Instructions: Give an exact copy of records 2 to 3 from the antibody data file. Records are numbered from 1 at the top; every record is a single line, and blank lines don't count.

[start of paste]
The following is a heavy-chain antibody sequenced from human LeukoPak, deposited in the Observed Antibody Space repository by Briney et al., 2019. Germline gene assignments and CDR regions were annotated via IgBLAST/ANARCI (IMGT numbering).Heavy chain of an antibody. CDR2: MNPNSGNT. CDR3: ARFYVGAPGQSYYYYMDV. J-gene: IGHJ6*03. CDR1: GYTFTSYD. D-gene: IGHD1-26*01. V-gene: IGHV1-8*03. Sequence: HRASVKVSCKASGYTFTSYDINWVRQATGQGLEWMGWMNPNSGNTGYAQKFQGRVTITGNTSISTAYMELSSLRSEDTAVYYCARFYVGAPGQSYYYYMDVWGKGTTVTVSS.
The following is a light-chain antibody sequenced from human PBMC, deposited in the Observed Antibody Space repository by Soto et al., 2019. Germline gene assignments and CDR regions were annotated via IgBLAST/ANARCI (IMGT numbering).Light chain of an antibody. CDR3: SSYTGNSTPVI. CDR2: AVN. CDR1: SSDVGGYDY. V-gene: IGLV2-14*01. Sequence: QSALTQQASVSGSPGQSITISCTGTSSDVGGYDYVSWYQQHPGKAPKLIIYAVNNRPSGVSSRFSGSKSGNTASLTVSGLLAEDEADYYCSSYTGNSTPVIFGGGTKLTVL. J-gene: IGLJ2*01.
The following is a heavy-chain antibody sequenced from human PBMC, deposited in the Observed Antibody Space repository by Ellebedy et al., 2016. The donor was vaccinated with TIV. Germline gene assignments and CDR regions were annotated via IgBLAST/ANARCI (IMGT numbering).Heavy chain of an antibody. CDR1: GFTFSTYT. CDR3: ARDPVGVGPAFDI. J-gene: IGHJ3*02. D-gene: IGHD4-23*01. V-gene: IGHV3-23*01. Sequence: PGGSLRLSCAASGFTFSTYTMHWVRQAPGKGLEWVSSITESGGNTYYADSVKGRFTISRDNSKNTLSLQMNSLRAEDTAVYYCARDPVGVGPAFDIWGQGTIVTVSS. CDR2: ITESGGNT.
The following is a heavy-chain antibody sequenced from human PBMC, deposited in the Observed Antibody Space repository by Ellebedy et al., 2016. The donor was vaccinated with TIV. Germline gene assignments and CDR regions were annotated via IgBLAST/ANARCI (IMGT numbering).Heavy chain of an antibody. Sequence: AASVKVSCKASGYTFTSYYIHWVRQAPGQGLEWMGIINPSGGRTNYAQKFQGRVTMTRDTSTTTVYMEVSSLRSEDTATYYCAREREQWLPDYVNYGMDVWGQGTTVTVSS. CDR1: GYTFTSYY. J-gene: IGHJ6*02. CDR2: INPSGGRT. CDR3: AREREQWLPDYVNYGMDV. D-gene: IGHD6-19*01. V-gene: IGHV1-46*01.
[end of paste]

The following is a light-chain antibody sequenced from human PBMC, deposited in the Observed Antibody Space repository by Soto et al., 2019. Germline gene assignments and CDR regions were annotated via IgBLAST/ANARCI (IMGT numbering).Light chain of an antibody. CDR3: SSYTGNSTPVI. CDR2: AVN. CDR1: SSDVGGYDY. V-gene: IGLV2-14*01. Sequence: QSALTQQASVSGSPGQSITISCTGTSSDVGGYDYVSWYQQHPGKAPKLIIYAVNNRPSGVSSRFSGSKSGNTASLTVSGLLAEDEADYYCSSYTGNSTPVIFGGGTKLTVL. J-gene: IGLJ2*01.
The following is a heavy-chain antibody sequenced from human PBMC, deposited in the Observed Antibody Space repository by Ellebedy et al., 2016. The donor was vaccinated with TIV. Germline gene assignments and CDR regions were annotated via IgBLAST/ANARCI (IMGT numbering).Heavy chain of an antibody. CDR1: GFTFSTYT. CDR3: ARDPVGVGPAFDI. J-gene: IGHJ3*02. D-gene: IGHD4-23*01. V-gene: IGHV3-23*01. Sequence: PGGSLRLSCAASGFTFSTYTMHWVRQAPGKGLEWVSSITESGGNTYYADSVKGRFTISRDNSKNTLSLQMNSLRAEDTAVYYCARDPVGVGPAFDIWGQGTIVTVSS. CDR2: ITESGGNT.